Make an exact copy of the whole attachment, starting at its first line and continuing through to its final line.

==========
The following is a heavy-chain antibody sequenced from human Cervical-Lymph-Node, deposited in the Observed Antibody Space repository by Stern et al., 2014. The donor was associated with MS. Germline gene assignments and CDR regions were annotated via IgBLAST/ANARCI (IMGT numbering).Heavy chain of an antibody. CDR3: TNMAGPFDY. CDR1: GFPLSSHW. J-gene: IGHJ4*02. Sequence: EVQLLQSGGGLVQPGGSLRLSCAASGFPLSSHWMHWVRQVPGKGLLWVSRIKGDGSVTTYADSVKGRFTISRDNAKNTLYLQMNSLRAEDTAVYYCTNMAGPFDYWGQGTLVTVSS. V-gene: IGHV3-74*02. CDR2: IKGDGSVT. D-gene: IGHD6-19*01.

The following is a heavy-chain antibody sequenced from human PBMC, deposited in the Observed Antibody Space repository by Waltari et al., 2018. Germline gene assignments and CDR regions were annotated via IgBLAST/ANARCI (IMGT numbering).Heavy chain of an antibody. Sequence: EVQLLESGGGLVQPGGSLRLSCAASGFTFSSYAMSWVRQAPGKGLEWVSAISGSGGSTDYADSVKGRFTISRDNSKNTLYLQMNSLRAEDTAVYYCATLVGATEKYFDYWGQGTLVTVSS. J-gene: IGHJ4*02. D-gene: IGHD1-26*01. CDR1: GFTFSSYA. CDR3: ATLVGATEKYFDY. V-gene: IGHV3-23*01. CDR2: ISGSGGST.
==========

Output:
The following is a heavy-chain antibody sequenced from human Cervical-Lymph-Node, deposited in the Observed Antibody Space repository by Stern et al., 2014. The donor was associated with MS. Germline gene assignments and CDR regions were annotated via IgBLAST/ANARCI (IMGT numbering).Heavy chain of an antibody. CDR3: TNMAGPFDY. CDR1: GFPLSSHW. J-gene: IGHJ4*02. Sequence: EVQLLQSGGGLVQPGGSLRLSCAASGFPLSSHWMHWVRQVPGKGLLWVSRIKGDGSVTTYADSVKGRFTISRDNAKNTLYLQMNSLRAEDTAVYYCTNMAGPFDYWGQGTLVTVSS. V-gene: IGHV3-74*02. CDR2: IKGDGSVT. D-gene: IGHD6-19*01.

The following is a heavy-chain antibody sequenced from human PBMC, deposited in the Observed Antibody Space repository by Waltari et al., 2018. Germline gene assignments and CDR regions were annotated via IgBLAST/ANARCI (IMGT numbering).Heavy chain of an antibody. Sequence: EVQLLESGGGLVQPGGSLRLSCAASGFTFSSYAMSWVRQAPGKGLEWVSAISGSGGSTDYADSVKGRFTISRDNSKNTLYLQMNSLRAEDTAVYYCATLVGATEKYFDYWGQGTLVTVSS. J-gene: IGHJ4*02. D-gene: IGHD1-26*01. CDR1: GFTFSSYA. CDR3: ATLVGATEKYFDY. V-gene: IGHV3-23*01. CDR2: ISGSGGST.